Insulin resistance is a serious problem

Insulin resistance syndrome is defined as a reduced response of cells of the human body to the hormone insulin.  Above all, the muscles, liver and fat tissue are less sensitive to the hormone insulin.

The concept of insulin resistance has been around since the 1960’s.  It was felt that the pancreas could distribute up to 200 units of insulin and was defined as “severe insulin resistance,” an insulin requirement of more than 200 IU over several days to reach normal blood glucose levels.  Although it is now clear that a normal physiological insulin production is from 20 to 40 units, this old definition is further considered appropriate to differentiate so that patients with severe, unusual insulin have no resistance problems.  Since 1985, the term has a broader scope and refers to a reduced response of cells of the human or animal body to insulin.

Insulin resistance during the day is highest in the early morning.  There is often late in the afternoon a second, less high increase in insulin resistance.

Causes

Insulin resistance is the main cause of type 2 diabetes. The exact mechanisms that lead to insulin resistance in humans are currently poorly understood, but are under intense research.  In this context, and in addition to polygenic predisposition, a number of secondary environmental factors are discussed. These include obesity, metabolic factors, age and lack of physical activity.

Not all scientists see the influence of carbohydrate-rich foods with a high glycemic index as a factor.  The insulin resistance of type 2 diabetic patients is caused primarily by obesity and physical inactivity.  Genetic factors are also a cause.  In people the same age, same sex, same body weight and size, with the same caloric intake and physical activity, they can still have a different effect of insulin on the target cells. These differences are probably due to hereditary factors. Insulin resistance may also be increased by drugs.  Infectious diseases may increase insulin resistance.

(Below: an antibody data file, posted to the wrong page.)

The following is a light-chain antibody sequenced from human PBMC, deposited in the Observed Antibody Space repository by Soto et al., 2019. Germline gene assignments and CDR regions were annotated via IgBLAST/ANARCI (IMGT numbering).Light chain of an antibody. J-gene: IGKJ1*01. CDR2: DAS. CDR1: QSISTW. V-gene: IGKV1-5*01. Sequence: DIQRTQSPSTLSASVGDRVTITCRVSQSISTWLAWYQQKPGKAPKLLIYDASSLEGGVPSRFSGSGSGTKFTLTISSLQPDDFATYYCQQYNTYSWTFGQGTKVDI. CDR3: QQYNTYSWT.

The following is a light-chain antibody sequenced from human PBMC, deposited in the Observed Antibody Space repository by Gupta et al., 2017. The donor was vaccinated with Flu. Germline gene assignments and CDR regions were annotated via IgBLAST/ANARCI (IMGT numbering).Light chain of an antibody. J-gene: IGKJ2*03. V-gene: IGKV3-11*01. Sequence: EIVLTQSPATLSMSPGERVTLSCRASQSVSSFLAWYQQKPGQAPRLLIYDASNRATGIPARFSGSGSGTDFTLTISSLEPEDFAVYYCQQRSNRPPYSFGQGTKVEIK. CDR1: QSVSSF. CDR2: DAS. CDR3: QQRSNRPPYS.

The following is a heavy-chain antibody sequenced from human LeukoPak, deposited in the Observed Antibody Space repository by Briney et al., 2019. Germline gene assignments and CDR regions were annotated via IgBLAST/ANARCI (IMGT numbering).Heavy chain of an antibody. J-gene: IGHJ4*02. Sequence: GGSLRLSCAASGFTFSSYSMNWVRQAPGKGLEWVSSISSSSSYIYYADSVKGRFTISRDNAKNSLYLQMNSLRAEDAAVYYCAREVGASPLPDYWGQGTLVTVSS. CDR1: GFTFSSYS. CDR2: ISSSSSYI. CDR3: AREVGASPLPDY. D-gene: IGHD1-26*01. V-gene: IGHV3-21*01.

Mechanisms of insulin resistance

Insulin resistancy is increased by reducing the number of receptors with permanently elevated levels of insulin by IgG antibodies, which inhibit the biological activity of the insulin increased by enzymatic cleavage of insulin and decreased binding of insulin to its receptors.  There are proteins:  Tumour necrosis factor alpha (TNF-alpha); Plasminogen activator inhibitor I (PAI-1) and Resistin.

Determine the insulin resistance

A first indication of the presence of insulin resistance is the body weight.  In all obese diabetics insulin resistance is assumed.  It is now thought that especially the fat in the abdominal area distributes more substances which promote and strengthen resistance to insulin.

Waist circumference is a measure of supposedly dangerous abdominal fat, and body mass index (BMI), which has starting values of 27 kg/m2, together with an indication of familial predisposition to insulin tolerance.  Furthermore, the blood lipid level (triglyceride levels above 2.44 mmol / l or can 215 mg / dL can be an indication of insulin resistance.

Proinsulin

In the production of insulin, the pancreas is first a precursor molecule – the so-called proinsulin and is synthesized. This is again split.  It then creates the actual hormone insulin, and an ineffective waste product, the C-peptide.  In the context of insulin resistance there is more and more insulin, while disproportionately makes a lot of proinsulin. The latter is split into insufficient insulin and can be higher than that which is detected in the blood.

Therapy

The insulin resistance in type 2 diabetics is best broken up by a strong reduction in caloric intake and by increasing physical activity.  Even a short-term increase in insulin delivery to very high doses is needed in order to force a normnahe glycemic control, breaking through after a few days and insulin resistance, as seen by the much lower dose of insulin is necessary after the treatment. Insulin resistance may also be reduced by drugs: Acarbose; Metformin; Insulin sensitizers such as pioglitazone; Omega-3 fatty acids; ACE inhibitors and Rimonabant.

Insulin resistance and other diseases

Metabolic syndrome is closely associated with insulin resistance, because both diseases have the same origin.  Furthermore, Type-2 diabetes, which develops from insulin resistance, is a risk factor for the emergence of the metabolic syndrome.  Coming to obesity, when two other risk factors – diabetes, lipid disorders and hypertension are added, it is called metabolic syndrome. The metabolic syndrome is the main cause of heart attacks and strokes – the number 1 cause of death in The UK.